There are few that would argue that Nelson Mandela was an exceptional man, an inspiring man. Many may ask ‘how did he do it; how did he emerge after 27 years in jail to become the president of South Africa and be strong and forgiving enough to invite the prison guards who watched over him to attend his inauguration and sit them in the front row’?
It is hard to know what makes a great person great, or more precisely, what makes an ordinary person great. As with most things in our lives, what we think about ourselves, our situation and the world around us directly affects how we feel and behave. Nelson Mandela focused on change, forgiveness and peace, when all around him pointed to the opposite being reality. Because he was thinking positively he felt positive and behaved in a positive way. We all have the ability to think something positive about our lives or whatever situation we are in. Even when faced with two terrible life choices, one is usually (even marginally ) better than the other.
By examining our choices, by looking for positives, changing our thinking, we can change our feelings, our behaviours and our overall mental health.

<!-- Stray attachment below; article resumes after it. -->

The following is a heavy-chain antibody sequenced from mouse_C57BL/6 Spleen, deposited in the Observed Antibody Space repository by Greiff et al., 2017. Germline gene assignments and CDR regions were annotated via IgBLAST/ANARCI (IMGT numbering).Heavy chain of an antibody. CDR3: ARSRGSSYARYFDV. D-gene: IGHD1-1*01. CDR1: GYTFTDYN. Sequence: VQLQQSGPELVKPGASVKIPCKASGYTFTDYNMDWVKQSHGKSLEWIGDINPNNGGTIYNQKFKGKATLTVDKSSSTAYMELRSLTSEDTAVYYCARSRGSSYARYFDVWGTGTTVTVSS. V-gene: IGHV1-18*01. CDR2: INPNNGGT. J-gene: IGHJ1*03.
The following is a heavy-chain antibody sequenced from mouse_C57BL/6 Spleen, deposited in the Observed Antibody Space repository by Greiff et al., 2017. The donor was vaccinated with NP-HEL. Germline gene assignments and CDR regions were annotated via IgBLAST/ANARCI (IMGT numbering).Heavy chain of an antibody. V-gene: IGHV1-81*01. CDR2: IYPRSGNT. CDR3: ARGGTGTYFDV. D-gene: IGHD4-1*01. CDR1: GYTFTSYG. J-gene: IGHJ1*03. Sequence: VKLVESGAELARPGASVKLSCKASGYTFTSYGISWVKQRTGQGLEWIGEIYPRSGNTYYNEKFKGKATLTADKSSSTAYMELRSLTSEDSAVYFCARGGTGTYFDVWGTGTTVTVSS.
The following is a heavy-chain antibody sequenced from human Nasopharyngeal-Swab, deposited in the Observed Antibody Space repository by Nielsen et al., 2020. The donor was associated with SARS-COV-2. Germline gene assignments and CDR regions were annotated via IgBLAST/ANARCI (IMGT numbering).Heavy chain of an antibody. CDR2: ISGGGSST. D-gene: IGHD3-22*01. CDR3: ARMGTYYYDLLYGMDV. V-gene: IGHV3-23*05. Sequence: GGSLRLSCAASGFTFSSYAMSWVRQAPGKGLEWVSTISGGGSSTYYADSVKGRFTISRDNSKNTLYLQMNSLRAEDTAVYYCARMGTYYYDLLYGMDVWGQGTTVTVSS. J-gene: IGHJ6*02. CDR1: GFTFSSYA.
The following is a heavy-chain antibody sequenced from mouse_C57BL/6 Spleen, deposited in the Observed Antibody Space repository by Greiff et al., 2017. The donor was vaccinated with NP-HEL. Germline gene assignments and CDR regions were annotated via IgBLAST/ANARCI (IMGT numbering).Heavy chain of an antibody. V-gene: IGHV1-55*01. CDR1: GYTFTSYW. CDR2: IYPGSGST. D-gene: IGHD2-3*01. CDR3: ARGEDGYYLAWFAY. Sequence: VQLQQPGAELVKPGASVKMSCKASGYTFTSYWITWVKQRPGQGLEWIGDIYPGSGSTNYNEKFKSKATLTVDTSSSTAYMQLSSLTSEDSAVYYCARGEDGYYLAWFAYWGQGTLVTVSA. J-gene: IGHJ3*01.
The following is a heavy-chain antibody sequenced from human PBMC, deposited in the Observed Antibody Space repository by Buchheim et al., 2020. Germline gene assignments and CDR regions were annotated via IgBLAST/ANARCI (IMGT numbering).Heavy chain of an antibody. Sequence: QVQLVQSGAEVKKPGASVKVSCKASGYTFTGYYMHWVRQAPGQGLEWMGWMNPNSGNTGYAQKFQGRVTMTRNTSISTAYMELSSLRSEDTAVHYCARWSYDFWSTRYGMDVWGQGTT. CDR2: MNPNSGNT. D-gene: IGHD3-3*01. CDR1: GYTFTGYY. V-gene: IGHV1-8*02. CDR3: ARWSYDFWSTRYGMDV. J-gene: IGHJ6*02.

Whilst in his prison cell Nelson Mandela could have thought of his situation as (A) ‘I am in prison, I am alone, nobody cares for me’ OR he could have thought (B) ‘even though I am in prison, I have not been forgotten, I am not alone, people will continue the struggle for peace and equality’. Which do you think he would have chosen to think?
Most people will probably think (B) is how he would have been thinking all those years he spent in jail. Why? Because we instinctively know that thinking positively is good for us, it boosts us, it gives us what we need to move forward, yet, when in our own ‘cell’ our own ‘prisons’ we don’t seem to be able to come up with the same answer and we focus on the negative. Hence, for example, the teenager who is struggling with their sexuality or being bullied may think of their life as a prison and think as Mandel may have that ‘I am in prison, I am alone, nobody cares for me’.
It is up to each of us to recognise that many people in our lives are struggling, feeling as if they are living in their own prison: some feel so trapped that they think of suicide. As a society we need to be aware that by being present, by being aware, by listening and by noticing that someone is ‘stuck’ in a negative frame of mind that we can help them. By reminding a person that they have a choice about how they think of their situation, by reminding them that they are not alone, that people care and that things will get better we can help move them from their negative thoughts into more positive thoughts which in turn will help shift their feelings and behaviour: it can help get them out of the prison constructed of negative thoughts.